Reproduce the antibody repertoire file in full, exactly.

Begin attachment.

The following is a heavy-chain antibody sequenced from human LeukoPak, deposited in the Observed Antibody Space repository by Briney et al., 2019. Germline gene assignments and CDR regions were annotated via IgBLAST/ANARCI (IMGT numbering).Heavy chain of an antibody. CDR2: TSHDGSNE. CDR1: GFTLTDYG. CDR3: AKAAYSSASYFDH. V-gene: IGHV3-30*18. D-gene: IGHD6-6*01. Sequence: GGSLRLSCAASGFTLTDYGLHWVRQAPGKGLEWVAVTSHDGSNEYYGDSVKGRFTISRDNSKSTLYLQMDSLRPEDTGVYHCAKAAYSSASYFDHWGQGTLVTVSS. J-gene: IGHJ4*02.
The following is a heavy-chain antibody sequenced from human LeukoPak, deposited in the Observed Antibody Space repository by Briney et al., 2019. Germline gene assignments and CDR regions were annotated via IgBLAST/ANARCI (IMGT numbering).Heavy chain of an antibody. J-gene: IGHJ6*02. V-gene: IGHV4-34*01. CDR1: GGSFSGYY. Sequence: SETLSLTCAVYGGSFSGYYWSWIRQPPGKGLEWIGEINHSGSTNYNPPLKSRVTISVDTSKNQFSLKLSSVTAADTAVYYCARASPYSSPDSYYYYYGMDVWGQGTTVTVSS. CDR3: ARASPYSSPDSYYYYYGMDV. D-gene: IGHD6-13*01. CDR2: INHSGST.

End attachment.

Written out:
The following is a heavy-chain antibody sequenced from human LeukoPak, deposited in the Observed Antibody Space repository by Briney et al., 2019. Germline gene assignments and CDR regions were annotated via IgBLAST/ANARCI (IMGT numbering).Heavy chain of an antibody. CDR2: TSHDGSNE. CDR1: GFTLTDYG. CDR3: AKAAYSSASYFDH. V-gene: IGHV3-30*18. D-gene: IGHD6-6*01. Sequence: GGSLRLSCAASGFTLTDYGLHWVRQAPGKGLEWVAVTSHDGSNEYYGDSVKGRFTISRDNSKSTLYLQMDSLRPEDTGVYHCAKAAYSSASYFDHWGQGTLVTVSS. J-gene: IGHJ4*02.
The following is a heavy-chain antibody sequenced from human LeukoPak, deposited in the Observed Antibody Space repository by Briney et al., 2019. Germline gene assignments and CDR regions were annotated via IgBLAST/ANARCI (IMGT numbering).Heavy chain of an antibody. J-gene: IGHJ6*02. V-gene: IGHV4-34*01. CDR1: GGSFSGYY. Sequence: SETLSLTCAVYGGSFSGYYWSWIRQPPGKGLEWIGEINHSGSTNYNPPLKSRVTISVDTSKNQFSLKLSSVTAADTAVYYCARASPYSSPDSYYYYYGMDVWGQGTTVTVSS. CDR3: ARASPYSSPDSYYYYYGMDV. D-gene: IGHD6-13*01. CDR2: INHSGST.